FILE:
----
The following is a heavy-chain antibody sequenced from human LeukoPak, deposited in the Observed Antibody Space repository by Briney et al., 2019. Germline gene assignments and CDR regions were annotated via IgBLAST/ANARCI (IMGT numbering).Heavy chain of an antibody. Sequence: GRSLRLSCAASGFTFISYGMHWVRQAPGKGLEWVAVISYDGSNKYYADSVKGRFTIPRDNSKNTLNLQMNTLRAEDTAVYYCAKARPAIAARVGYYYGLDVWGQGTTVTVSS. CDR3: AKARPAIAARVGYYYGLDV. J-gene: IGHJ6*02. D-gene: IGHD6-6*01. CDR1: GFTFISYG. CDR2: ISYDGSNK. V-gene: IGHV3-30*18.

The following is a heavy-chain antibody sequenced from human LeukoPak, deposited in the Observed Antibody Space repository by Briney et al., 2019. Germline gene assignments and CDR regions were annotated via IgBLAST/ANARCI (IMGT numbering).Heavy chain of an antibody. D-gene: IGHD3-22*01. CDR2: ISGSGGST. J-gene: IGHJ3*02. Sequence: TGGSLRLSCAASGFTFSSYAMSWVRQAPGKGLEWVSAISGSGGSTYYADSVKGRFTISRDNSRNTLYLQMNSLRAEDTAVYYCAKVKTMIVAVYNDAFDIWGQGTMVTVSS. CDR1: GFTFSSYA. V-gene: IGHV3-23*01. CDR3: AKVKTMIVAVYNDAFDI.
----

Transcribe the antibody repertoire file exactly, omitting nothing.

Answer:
The following is a heavy-chain antibody sequenced from human LeukoPak, deposited in the Observed Antibody Space repository by Briney et al., 2019. Germline gene assignments and CDR regions were annotated via IgBLAST/ANARCI (IMGT numbering).Heavy chain of an antibody. Sequence: GRSLRLSCAASGFTFISYGMHWVRQAPGKGLEWVAVISYDGSNKYYADSVKGRFTIPRDNSKNTLNLQMNTLRAEDTAVYYCAKARPAIAARVGYYYGLDVWGQGTTVTVSS. CDR3: AKARPAIAARVGYYYGLDV. J-gene: IGHJ6*02. D-gene: IGHD6-6*01. CDR1: GFTFISYG. CDR2: ISYDGSNK. V-gene: IGHV3-30*18.

The following is a heavy-chain antibody sequenced from human LeukoPak, deposited in the Observed Antibody Space repository by Briney et al., 2019. Germline gene assignments and CDR regions were annotated via IgBLAST/ANARCI (IMGT numbering).Heavy chain of an antibody. D-gene: IGHD3-22*01. CDR2: ISGSGGST. J-gene: IGHJ3*02. Sequence: TGGSLRLSCAASGFTFSSYAMSWVRQAPGKGLEWVSAISGSGGSTYYADSVKGRFTISRDNSRNTLYLQMNSLRAEDTAVYYCAKVKTMIVAVYNDAFDIWGQGTMVTVSS. CDR1: GFTFSSYA. V-gene: IGHV3-23*01. CDR3: AKVKTMIVAVYNDAFDI.